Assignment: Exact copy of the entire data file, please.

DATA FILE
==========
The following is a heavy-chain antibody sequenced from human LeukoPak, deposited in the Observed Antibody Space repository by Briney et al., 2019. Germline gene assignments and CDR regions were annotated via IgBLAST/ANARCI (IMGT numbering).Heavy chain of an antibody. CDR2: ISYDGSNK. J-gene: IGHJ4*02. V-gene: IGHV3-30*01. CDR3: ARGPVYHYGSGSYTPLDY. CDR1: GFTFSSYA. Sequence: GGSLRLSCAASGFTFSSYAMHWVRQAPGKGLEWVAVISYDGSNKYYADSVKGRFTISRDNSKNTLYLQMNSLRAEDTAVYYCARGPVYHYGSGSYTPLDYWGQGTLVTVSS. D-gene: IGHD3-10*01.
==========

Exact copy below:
The following is a heavy-chain antibody sequenced from human LeukoPak, deposited in the Observed Antibody Space repository by Briney et al., 2019. Germline gene assignments and CDR regions were annotated via IgBLAST/ANARCI (IMGT numbering).Heavy chain of an antibody. CDR2: ISYDGSNK. J-gene: IGHJ4*02. V-gene: IGHV3-30*01. CDR3: ARGPVYHYGSGSYTPLDY. CDR1: GFTFSSYA. Sequence: GGSLRLSCAASGFTFSSYAMHWVRQAPGKGLEWVAVISYDGSNKYYADSVKGRFTISRDNSKNTLYLQMNSLRAEDTAVYYCARGPVYHYGSGSYTPLDYWGQGTLVTVSS. D-gene: IGHD3-10*01.